|"Dozens of elderly Poles who helped save Jews during World War II were celebrated and praised for their heroism at a lunch in Warsaw, Poland, on Sunday July 15, 2012." (AP Photo/Czarek Sokolowski)|
By Vanessa Gera
Associated Press dispatch on Yahoo! News, July 15, 2012
"For decades, nobody really talked about them: the thousands of Poles, mostly Roman Catholics, who risked their lives during World War II to save Jewish friends, neighbors and even strangers. Those discovered by the Germans were executed quickly, often with their entire families. And then, under communism, there was silence. The Jewish survivors would send letters and gifts in gratitude. But the Polish state ignored the rescuers. And they themselves kept quiet, out of modesty, or shame or fear of anti-Semitism. Sometimes they worried gift packages from the West would arouse the jealousy of neighbors in a period of economic deprivation. 'It wasn't considered anything to be proud of,' said Ewa Ligia Zdanowicz , an 81-year-old whose parents hid a Jewish teenage girl in their home during the war. That era is over. A moving gathering of dozens of the rescuers on Sunday in Warsaw shows just how much has changed in Poland in the 23 years since communism fell. Dozens of Polish rescuers were celebrated and dined over a kosher lunch in an upscale hotel where Jewish representatives took turns praising them in speeches for their heroism. The rescuers themselves deny that they are exceptional. With each other, they discuss other things, often their failing health, avoiding memories of executions and other brutality that they witnessed and which still bring them to tears. 'We did what we had to do,' said Halina Szaszkiewicz, 89. 'There was nothing heroic about it.'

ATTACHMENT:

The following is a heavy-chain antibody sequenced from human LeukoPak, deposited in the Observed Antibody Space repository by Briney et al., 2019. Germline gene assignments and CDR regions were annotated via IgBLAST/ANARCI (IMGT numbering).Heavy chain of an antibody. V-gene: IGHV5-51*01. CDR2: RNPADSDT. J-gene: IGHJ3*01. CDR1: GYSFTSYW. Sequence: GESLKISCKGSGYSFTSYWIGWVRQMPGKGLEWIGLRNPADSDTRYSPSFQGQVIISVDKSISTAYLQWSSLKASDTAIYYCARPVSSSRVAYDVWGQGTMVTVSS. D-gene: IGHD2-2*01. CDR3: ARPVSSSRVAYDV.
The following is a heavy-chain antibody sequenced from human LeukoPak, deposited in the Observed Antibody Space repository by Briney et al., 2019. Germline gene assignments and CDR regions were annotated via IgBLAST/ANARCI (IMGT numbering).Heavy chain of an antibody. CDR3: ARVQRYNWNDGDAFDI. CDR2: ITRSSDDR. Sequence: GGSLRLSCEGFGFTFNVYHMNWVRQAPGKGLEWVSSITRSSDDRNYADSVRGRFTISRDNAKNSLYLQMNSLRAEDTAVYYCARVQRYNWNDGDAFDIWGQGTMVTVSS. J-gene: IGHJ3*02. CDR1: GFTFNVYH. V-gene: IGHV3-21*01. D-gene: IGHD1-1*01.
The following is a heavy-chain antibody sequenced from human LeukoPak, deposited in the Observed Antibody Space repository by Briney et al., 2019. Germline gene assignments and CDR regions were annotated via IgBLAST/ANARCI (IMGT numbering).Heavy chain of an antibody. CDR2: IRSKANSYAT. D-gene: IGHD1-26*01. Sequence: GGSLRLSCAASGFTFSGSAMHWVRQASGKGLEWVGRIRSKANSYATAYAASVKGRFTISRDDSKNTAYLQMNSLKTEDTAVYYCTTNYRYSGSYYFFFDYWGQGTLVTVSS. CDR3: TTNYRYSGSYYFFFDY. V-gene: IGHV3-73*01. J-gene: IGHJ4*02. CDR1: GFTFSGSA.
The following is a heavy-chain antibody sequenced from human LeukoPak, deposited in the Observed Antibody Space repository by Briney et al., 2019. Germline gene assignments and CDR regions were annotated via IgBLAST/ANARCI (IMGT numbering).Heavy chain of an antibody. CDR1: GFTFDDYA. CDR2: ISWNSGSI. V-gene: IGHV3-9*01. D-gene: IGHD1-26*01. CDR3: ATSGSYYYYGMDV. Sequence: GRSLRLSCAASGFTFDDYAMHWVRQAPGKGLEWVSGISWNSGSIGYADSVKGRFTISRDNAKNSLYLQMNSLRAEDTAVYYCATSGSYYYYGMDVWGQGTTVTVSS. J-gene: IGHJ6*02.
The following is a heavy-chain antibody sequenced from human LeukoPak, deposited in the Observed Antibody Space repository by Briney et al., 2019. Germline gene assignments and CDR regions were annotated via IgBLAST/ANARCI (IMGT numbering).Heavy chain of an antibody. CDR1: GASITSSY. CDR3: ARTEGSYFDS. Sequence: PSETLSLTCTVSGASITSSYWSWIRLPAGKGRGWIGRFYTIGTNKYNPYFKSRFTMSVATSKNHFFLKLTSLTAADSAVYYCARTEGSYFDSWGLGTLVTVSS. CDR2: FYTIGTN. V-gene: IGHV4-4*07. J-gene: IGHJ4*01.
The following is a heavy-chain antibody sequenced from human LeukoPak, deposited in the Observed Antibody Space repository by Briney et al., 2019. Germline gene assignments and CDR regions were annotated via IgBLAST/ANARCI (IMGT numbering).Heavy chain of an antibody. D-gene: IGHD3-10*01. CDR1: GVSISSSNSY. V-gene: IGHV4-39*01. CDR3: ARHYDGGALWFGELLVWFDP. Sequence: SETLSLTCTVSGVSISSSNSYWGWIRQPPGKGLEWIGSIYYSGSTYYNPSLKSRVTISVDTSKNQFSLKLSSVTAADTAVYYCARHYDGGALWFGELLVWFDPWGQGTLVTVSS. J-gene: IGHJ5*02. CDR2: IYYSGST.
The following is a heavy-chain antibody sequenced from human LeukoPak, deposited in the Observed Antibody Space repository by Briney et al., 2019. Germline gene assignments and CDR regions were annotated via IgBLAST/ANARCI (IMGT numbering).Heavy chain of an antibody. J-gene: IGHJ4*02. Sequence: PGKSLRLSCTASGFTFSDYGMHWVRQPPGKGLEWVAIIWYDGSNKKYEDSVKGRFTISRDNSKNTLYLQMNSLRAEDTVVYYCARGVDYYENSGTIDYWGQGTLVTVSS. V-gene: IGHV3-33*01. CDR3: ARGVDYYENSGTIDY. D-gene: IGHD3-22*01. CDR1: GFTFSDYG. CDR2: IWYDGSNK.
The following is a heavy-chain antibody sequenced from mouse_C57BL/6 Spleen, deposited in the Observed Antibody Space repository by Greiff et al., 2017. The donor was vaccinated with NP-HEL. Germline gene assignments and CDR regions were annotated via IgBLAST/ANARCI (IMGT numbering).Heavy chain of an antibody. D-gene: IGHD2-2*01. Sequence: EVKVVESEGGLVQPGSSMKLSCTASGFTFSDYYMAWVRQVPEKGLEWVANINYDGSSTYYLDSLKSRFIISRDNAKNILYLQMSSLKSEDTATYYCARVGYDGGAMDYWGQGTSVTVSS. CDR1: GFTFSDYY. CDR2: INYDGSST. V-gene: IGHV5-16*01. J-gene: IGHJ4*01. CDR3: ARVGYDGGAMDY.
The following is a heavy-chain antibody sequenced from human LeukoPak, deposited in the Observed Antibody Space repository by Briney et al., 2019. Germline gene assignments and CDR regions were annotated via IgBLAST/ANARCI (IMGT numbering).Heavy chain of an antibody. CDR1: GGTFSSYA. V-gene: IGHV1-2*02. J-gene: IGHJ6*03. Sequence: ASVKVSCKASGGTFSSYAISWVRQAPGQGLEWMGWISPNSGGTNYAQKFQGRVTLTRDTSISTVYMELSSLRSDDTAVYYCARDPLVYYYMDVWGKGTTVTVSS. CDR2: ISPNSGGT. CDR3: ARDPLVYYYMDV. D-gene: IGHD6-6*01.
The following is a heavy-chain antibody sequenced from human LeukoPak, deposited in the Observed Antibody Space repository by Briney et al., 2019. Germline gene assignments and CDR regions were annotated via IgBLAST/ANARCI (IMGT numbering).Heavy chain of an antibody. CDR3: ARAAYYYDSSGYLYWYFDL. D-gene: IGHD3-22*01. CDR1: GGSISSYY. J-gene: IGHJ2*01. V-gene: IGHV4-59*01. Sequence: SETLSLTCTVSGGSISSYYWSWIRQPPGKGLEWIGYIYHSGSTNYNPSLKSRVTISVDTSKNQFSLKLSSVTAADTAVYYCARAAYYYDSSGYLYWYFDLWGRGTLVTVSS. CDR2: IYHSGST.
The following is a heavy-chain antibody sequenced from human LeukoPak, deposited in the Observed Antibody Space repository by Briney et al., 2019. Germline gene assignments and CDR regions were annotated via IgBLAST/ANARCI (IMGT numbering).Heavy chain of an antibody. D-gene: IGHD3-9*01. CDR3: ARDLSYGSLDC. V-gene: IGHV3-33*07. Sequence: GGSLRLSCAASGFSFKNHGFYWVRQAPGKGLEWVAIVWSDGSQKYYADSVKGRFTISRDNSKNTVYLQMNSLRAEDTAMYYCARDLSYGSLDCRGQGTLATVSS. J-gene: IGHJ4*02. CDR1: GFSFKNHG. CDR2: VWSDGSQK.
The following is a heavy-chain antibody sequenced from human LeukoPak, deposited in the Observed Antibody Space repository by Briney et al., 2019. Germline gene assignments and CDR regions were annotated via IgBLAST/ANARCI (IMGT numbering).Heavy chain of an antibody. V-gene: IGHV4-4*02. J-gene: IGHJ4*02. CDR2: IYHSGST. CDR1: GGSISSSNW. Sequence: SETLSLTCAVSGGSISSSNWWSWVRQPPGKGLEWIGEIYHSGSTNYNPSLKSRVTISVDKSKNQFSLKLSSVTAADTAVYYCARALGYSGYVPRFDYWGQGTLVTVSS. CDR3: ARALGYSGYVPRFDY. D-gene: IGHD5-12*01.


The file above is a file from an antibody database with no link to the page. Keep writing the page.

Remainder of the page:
But the Jewish officials honoring them see it differently. 'You, the righteous of the world, think your behavior was ordinary, but we all know it was something more than that. It was truly extraordinary,' Stanlee Stahl, the executive vice president of the Jewish Foundation for the Righteous, the group that organized the luncheon, told them in a speech. Those in attendance have all been recognized by Israel's Yad Vashem as 'Righteous Among the Nations,' non-Jews sometimes referred to colloquially as 'righteous gentiles.' These days it isn't just grateful Jews who remember. The Polish state also honors and celebrates them, as appreciation grows for Poland's vanished Jewish community -- the largest in the world before the Holocaust. It is treated as long overdue recognition befitting a democratic nation. But it's also clear that officials seize with pride on this historical chapter to fight the stereotype of Poland as an anti-Semitic country -- a label that is painful to many Poles and which carries some truth, but also masks a hugely complex reality. [...]"